Even in the twenty-first century and in North America, men prefer female partners who are less professionally ambitious than they are.(1)
Men tend to avoid female partners with characteristics usually associated with professional ambition, such as high levels of education.(2) It is relatively unlikely that a woman will earn more than her husband,(3) and when she does, marital satisfaction is lower and divorce is more likely.(4) Promotions increase the chance of divorce for women, but not for men.(5)
Single women may thus face a trade-off: actions that lead to professional success might be sanctioned in the marriage market because they signal ambition and assertiveness. For example, while volunteering for leadership roles or asking for a promotion might help women’s careers, they may also send negative signals to the marriage market. This trade-off can be pervasive and is not limited to large, discrete decisions. Daily activities such as speaking up in meetings, taking charge of a project, working late, or even certain outfits, haircuts, and makeup can be desirable in one market and not in the other. Hiding career-enhancing actions from potential partners may be challenging for single women: it is likely difficult to hide working late or traveling for work, for example. Moreover, the workplace is the most common place to meet a partner.(5) On the other hand, for men, the consequences of actions in the labor and marriage markets are more closely aligned: women value their partner’s intelligence and education, even when these exceed their own.(6)
According to the results of a recent study,(7) single women shy away from actions that could improve their careers to avoid signaling undesirable personality traits to the marriage market. Three-quarters of single female students at an elite US MBA program report having avoided activities they thought would help their careers to avoid looking ambitious, assertive, or pushy. They are more likely to have avoided these activities than non-single women or men. Unmarried women participate much less in class than married women, despite the fact that they perform equivalently on the parts of the grade unobservable to their peers. When they expect their classmates to observe their answers, single women report substantially less career ambition in a questionnaire designed to be instrumental in finding them a summer internship. They also express much less career ambition in front of their (single) male than female classmates.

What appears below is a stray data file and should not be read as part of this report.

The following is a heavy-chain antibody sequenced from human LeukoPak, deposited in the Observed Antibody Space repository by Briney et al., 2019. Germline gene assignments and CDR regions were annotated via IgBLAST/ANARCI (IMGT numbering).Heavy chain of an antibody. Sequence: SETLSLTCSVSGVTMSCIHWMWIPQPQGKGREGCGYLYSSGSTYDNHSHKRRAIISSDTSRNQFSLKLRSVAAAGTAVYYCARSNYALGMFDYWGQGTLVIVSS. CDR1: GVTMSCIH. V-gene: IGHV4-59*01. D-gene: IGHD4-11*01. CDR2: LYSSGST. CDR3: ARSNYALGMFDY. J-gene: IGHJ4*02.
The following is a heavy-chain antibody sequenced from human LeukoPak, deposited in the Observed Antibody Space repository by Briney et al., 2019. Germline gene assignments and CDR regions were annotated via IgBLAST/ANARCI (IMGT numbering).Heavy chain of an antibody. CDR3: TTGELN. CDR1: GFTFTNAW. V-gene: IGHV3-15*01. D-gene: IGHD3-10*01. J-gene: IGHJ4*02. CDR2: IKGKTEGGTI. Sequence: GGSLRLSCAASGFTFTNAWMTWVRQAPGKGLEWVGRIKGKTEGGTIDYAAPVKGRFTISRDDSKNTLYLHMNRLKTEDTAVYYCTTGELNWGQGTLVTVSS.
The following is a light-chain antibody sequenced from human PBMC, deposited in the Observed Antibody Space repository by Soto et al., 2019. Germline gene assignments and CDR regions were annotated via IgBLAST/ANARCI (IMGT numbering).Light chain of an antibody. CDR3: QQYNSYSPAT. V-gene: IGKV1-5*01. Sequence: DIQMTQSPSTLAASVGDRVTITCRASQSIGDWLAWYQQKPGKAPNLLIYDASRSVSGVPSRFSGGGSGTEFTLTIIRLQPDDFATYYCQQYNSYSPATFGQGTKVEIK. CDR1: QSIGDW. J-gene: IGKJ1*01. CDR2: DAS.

The results have implications for understanding gender gaps in labor market outcomes. It also highlights the importance of social norms—particularly what is differentially expected from (and preferred in) a husband and a wife—in explaining gender gaps. Women make many important schooling and career decisions while looking for a romantic partner. The results raise the possibility that a desire to succeed in the dating or marriage markets may affect choices that range from investment in middle- or high-school math to college major or industry of work that have long- term consequences for women’s careers.
The content of the above paragraphs (which are excerpted from a recent study by Bursztyn et al., reference 7) describes issues related to gender equity in North America, in which the struggle for equity has a long and reasonably successful history. The results and implications are likely to be highly relevant to the fight against the gender gap in Vietnamese society. The Vietnamese Students Union has taken a positive leadership position on gender equity, for example with a support program for pregnant students, and 50% of female students in leadership positions with the Union. The lessons learned from the study by Bursztyn et al. 2017 are highly relevant for program planning and communication strategies by the Union. On this occasion, we are reflecting on the challenges faced by female students in universities as well as in the work place.
Pham Dinh Ba, Ph.d- Toronto University, Canada
- Fisman, Raymond, Sheena S. Iyengar, Emir Kamenica, and Itamar Simonson. 2006. “Gender Differences in Mate Selection: Evidence from a Speed Dating Experiment.” Quarterly Journal of Economics 121 (2): 673–97.
- Brown, Stephanie L., and Brian P. Lewis. 2004. “Relational Dominance and Mate-Selection Criteria: Evidence that Males Attend to Female Dominance.” Evolution and Human Behavior 25 (6): 406–15.
- Bertrand, Marianne, Emir Kamenica, and Jessica Pan. 2015. “Gender Identity and Relative Income within Households.” Quarterly Journal of Economics 130 (2): 571–614.
- Folke, Olle, and Johanna Rickne. 2016. “All the Single Ladies: Job Promotions and the Durability of Marriage.” IFN Working Paper 1146.
- Rosenfeld, Michael J., Reuben J. Thomas, and Maja Falcon. 2015. How Couples Meet and Stay Together, Waves 1, 2, and 3: Public version 3.04 [Computer files]. Stanford, CA: Stanford University Libraries.
- Lee, Soohyung. 2016. “Effect of Online Dating on Assortative Mating: Evidence from South Korea.” Journal of Applied Econometrics 31 (6): 1120–39.
- Leonardo Bursztyn, Thomas Fujiwara, and Amanda Pallais . ‘Acting Wife’: Marriage Market Incentives and Labor Market Investments. American Economic Review 2017, 107(11): 3288–3319.